Our world is full of weird and inexplicable phenomenons, especially when it comes to outer space. The most recent one is this photo of a mysterious sun phenomenon captured by a Manitoulin Island woman. The picture even has weather experts online stumped.
The photo in question was taken by Christine McNaughton, from Manitoulin Island, which is located in the northern part of Lake Huron. On Twitter McNaughton goes by @chancesmommy. She's a digital strategist with a decent online following of almost 20,000 people on Twitter alone.
Some of her recent Twitter photos are garnering attention for just how mysterious they are. Taken on the evening of April 23, they show a seemingly normal sunset over McNaughton's farm on Manitoulin Island, but if you look at the sun, it's definitely not normal.
Instead of just the bright orange ball of sun, we are used to seeing, this time there are a series of rings or halos around the sun, making it look like a bright red bullseye. To make it even more mysterious, when you look closely, the rings actually look like rainbows around the sun.
McNaughton shared the photos at first just to show how awe-inspiring the sunset was last night.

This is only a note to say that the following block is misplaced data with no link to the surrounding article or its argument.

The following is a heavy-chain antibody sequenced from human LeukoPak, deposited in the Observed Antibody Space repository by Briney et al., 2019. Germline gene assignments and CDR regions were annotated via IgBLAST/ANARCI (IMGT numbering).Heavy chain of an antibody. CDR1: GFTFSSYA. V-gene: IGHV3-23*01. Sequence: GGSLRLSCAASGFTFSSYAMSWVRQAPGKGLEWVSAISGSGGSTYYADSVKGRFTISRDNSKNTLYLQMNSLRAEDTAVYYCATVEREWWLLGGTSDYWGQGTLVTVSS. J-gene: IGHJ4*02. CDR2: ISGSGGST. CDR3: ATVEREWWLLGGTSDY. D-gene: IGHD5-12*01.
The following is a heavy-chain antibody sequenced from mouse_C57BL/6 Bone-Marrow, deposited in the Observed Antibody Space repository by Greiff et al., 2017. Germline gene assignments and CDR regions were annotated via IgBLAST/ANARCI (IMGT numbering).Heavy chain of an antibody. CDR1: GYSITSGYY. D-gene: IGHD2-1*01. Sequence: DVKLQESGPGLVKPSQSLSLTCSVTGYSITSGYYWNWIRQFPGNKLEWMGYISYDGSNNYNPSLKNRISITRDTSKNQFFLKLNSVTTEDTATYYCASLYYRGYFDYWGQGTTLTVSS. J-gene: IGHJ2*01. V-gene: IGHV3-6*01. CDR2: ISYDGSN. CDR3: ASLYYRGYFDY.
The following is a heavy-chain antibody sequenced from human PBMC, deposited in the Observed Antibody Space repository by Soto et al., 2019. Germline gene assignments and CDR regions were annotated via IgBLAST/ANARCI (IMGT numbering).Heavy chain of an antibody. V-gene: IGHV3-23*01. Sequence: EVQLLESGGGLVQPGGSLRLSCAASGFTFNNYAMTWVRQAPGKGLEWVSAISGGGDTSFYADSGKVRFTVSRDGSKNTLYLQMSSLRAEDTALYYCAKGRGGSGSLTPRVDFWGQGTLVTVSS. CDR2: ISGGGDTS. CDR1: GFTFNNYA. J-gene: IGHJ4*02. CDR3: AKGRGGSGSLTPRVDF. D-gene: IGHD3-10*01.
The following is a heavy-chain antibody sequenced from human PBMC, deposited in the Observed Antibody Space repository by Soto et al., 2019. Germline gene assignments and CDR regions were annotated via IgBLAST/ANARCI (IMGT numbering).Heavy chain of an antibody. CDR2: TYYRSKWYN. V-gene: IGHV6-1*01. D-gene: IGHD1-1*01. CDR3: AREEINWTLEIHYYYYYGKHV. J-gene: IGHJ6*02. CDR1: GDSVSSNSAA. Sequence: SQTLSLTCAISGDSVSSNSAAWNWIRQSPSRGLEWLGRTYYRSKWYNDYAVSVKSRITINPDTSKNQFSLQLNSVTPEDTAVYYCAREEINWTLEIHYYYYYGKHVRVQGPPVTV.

Guys, check out the sunset! #ManitoulinIsland #Manitoulin https://t.co/p9P3bVHJSj— Christine McNaughton (@Christine McNaughton)1556065619.0
Then she decided to reach out to weather experts and news outlets to see if they could help identify what this weird and mysterious sun phenomenon was.
However, even a Weather Network meteorologist, Chris Murphy admitted he was stumped by the photo. In a tweet responding to McNaughton he said, "I've never seen anything like this before. It's not a sun dog. It looks if anything, like multiple halos...but not like any I've seen before."
@chancesmommy @CBCNorth @CBC @CTVNewsNorthern @ScienceNorth I've never seen anything like this before. It's not a s… https://t.co/RJUzVRdX6i— Chris Murphy TWN (@Chris Murphy TWN)1556106187.0
However, an answer to this mystery was eventually presented by none of than Science North, a massive science centre in Sudbury.
According to Science North, the phenomenon is the result of ice crystals in the sky. They said "the arc of light is called a 'halo'. Notice the thin, wispy clouds? Those are cirrus clouds. They form very high up and are made of tiny ice crystals. Ice crystals can act like prisms and refract light. Sunlight refracted by the crystals makes a ring, or halo."
Another theory that was presented was that this was a sun dog, in which crystals cause refraction and it appears like there is another burst of light or even second or third sun surrounding the actual sun, but McNaughton's photo is unlike any other.
Disclaimer: Cover photo used for illustrative purposes only.